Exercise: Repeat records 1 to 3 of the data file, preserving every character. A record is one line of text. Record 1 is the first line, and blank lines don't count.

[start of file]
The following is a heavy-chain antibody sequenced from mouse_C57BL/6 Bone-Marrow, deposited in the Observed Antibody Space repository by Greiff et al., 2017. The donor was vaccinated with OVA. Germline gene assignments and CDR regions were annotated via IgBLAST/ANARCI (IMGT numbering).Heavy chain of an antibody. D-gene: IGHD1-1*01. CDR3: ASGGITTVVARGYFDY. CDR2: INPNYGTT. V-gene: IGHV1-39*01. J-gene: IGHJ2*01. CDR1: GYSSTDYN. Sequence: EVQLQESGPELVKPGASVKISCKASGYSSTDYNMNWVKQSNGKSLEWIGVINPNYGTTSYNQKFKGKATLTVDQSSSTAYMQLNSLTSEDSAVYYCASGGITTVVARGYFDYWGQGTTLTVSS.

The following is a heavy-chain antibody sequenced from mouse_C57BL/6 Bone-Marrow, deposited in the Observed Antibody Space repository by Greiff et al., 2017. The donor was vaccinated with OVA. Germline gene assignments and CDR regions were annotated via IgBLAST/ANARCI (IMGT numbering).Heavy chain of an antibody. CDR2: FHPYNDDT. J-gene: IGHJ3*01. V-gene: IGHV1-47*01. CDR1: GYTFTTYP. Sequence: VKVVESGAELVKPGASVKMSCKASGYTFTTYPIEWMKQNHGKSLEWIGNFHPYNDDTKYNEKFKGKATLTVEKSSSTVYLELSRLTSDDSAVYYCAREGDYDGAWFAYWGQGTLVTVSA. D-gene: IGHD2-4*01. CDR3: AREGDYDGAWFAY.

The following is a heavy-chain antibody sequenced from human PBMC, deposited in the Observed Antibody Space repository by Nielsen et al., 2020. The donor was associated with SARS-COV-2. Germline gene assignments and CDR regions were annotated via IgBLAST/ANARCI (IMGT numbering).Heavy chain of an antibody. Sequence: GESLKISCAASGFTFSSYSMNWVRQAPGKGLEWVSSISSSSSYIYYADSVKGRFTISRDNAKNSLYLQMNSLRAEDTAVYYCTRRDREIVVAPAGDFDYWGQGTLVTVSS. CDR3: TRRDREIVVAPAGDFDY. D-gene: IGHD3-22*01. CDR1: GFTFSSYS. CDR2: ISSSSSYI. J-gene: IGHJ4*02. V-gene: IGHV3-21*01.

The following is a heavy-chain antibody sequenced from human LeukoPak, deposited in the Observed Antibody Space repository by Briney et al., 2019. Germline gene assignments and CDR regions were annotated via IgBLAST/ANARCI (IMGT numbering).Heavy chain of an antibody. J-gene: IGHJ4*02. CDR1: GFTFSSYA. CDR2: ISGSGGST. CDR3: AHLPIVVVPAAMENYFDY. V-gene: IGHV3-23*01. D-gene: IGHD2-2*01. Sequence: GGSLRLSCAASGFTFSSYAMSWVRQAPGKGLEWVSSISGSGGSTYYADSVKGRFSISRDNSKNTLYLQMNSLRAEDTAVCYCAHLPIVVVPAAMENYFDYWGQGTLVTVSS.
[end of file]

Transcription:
The following is a heavy-chain antibody sequenced from mouse_C57BL/6 Bone-Marrow, deposited in the Observed Antibody Space repository by Greiff et al., 2017. The donor was vaccinated with OVA. Germline gene assignments and CDR regions were annotated via IgBLAST/ANARCI (IMGT numbering).Heavy chain of an antibody. D-gene: IGHD1-1*01. CDR3: ASGGITTVVARGYFDY. CDR2: INPNYGTT. V-gene: IGHV1-39*01. J-gene: IGHJ2*01. CDR1: GYSSTDYN. Sequence: EVQLQESGPELVKPGASVKISCKASGYSSTDYNMNWVKQSNGKSLEWIGVINPNYGTTSYNQKFKGKATLTVDQSSSTAYMQLNSLTSEDSAVYYCASGGITTVVARGYFDYWGQGTTLTVSS.

The following is a heavy-chain antibody sequenced from mouse_C57BL/6 Bone-Marrow, deposited in the Observed Antibody Space repository by Greiff et al., 2017. The donor was vaccinated with OVA. Germline gene assignments and CDR regions were annotated via IgBLAST/ANARCI (IMGT numbering).Heavy chain of an antibody. CDR2: FHPYNDDT. J-gene: IGHJ3*01. V-gene: IGHV1-47*01. CDR1: GYTFTTYP. Sequence: VKVVESGAELVKPGASVKMSCKASGYTFTTYPIEWMKQNHGKSLEWIGNFHPYNDDTKYNEKFKGKATLTVEKSSSTVYLELSRLTSDDSAVYYCAREGDYDGAWFAYWGQGTLVTVSA. D-gene: IGHD2-4*01. CDR3: AREGDYDGAWFAY.

The following is a heavy-chain antibody sequenced from human PBMC, deposited in the Observed Antibody Space repository by Nielsen et al., 2020. The donor was associated with SARS-COV-2. Germline gene assignments and CDR regions were annotated via IgBLAST/ANARCI (IMGT numbering).Heavy chain of an antibody. Sequence: GESLKISCAASGFTFSSYSMNWVRQAPGKGLEWVSSISSSSSYIYYADSVKGRFTISRDNAKNSLYLQMNSLRAEDTAVYYCTRRDREIVVAPAGDFDYWGQGTLVTVSS. CDR3: TRRDREIVVAPAGDFDY. D-gene: IGHD3-22*01. CDR1: GFTFSSYS. CDR2: ISSSSSYI. J-gene: IGHJ4*02. V-gene: IGHV3-21*01.